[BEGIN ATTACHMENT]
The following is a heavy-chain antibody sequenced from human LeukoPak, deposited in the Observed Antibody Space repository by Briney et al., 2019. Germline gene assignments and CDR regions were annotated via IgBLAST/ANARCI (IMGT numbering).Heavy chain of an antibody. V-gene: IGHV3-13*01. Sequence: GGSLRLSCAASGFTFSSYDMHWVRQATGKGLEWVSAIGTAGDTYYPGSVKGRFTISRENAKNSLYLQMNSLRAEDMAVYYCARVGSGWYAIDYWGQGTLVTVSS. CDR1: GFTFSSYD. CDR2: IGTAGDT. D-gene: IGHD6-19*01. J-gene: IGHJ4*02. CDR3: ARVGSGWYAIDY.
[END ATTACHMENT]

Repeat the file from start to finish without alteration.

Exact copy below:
The following is a heavy-chain antibody sequenced from human LeukoPak, deposited in the Observed Antibody Space repository by Briney et al., 2019. Germline gene assignments and CDR regions were annotated via IgBLAST/ANARCI (IMGT numbering).Heavy chain of an antibody. V-gene: IGHV3-13*01. Sequence: GGSLRLSCAASGFTFSSYDMHWVRQATGKGLEWVSAIGTAGDTYYPGSVKGRFTISRENAKNSLYLQMNSLRAEDMAVYYCARVGSGWYAIDYWGQGTLVTVSS. CDR1: GFTFSSYD. CDR2: IGTAGDT. D-gene: IGHD6-19*01. J-gene: IGHJ4*02. CDR3: ARVGSGWYAIDY.